Sometimes it's as much a case of where you do it as much as what you're doing in the first place. And for Tim Boetsch, the hard-charging middleweight made a huge statement last night (Sat., Feb. 25, 2012) at UFC 144 against Yushin Okami that will go a long way in a relatively thin division.
The UFC's 185-pound class is a weird one. The champion, Anderson Silva, is the best pound-for-pound fighter in the world, a man so wildly gifted and capable of doing anything that at times his aura itself paralyzes opponents. Witness Silva's hands-down, dare-you-to-swing-at-me visage moments before sending Okami to the showers, or his destructive pair of performances in the 205-pound division against Forrest Griffin and James Irvin.
Last August, when I wrote that a Silva vs. Jon Jones showdown would be seriously discussed by the end of 2012, it was based on the mutual trajectories of two great fighters that will ultimately need each other, if for vastly different reasons. Silva will have to accept Jones, who seems poised to inherit the helm as the game's best fighter once "The Spider" retires.
There's a lot of drop-off after the champ. The middleweights lack the depth of the lightweights, the scourge of rising young talent at welterweight, the veteran-heavy 205-pounders, and the excitement of the heavies.
That's where Boetsch can take advantage.
Top contender Chael Sonnen is expected to secure a rematch with Silva sometime this summer, but compared to other beltholders, betting-wise, Silva probably has more 7-1 mismatches at the sportsbook window than in any other champ's top 10. He's put a vast distance between himself and the rest of the weight class, and it doesn't help that three of the best, Luke Rockhold, Jacare Souza and Tim Kennedy, are currently mired in Strikeforce, a certifiable wasteland for the division.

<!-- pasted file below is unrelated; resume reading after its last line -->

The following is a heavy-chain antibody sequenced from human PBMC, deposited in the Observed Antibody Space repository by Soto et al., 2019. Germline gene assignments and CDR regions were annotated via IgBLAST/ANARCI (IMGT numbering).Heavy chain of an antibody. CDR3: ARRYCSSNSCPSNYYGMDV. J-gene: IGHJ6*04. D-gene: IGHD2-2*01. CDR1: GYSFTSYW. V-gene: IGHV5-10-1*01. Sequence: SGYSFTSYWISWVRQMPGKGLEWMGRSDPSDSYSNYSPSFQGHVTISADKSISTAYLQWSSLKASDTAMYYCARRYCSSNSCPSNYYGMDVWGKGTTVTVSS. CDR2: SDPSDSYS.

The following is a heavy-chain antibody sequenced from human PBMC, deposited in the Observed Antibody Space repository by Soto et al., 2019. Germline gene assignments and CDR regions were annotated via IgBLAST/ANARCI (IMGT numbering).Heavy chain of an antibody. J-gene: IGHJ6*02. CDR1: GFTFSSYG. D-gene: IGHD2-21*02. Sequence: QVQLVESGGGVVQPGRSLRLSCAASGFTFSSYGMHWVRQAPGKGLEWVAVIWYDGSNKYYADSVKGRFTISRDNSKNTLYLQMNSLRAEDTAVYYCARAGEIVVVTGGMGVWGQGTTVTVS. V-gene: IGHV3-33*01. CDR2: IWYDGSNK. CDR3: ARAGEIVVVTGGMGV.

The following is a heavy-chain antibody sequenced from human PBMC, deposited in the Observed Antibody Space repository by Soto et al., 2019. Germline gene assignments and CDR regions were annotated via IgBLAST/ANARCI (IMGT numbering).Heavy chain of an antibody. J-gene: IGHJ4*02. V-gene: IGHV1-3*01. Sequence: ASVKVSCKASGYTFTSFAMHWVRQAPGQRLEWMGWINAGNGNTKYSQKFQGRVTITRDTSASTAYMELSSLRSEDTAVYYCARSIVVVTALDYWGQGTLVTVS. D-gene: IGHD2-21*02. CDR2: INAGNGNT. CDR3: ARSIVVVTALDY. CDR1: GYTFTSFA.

That's why Boetsch's comeback K.O. of Okami means a lot more than it would in any other division. It was equal parts inspiring and exciting. Personally, I'm fascinated with how they match Boetsch next. He's 3-0 at middleweight, and seems to have acclimated to the cut quite well since dropping from 205-pounds.
A showdown against Mark Munoz would be a natural, because it's a win-win. Both are heavy-handed wrestlers. Boetsch probably has the better chin, Munoz the edge in takedowns, scrambles and ground-and-pound. But win or lose, Boetsch's performance Saturday night showed that with him, it isn't over until it's sure as hell over.
That's the kind of guy that can generate some buzz, especially if Silva continues to steamroll title challengers.
Jason Probst can be reached at Jason@jasonprobst.com or twitter.com/jasonprobst.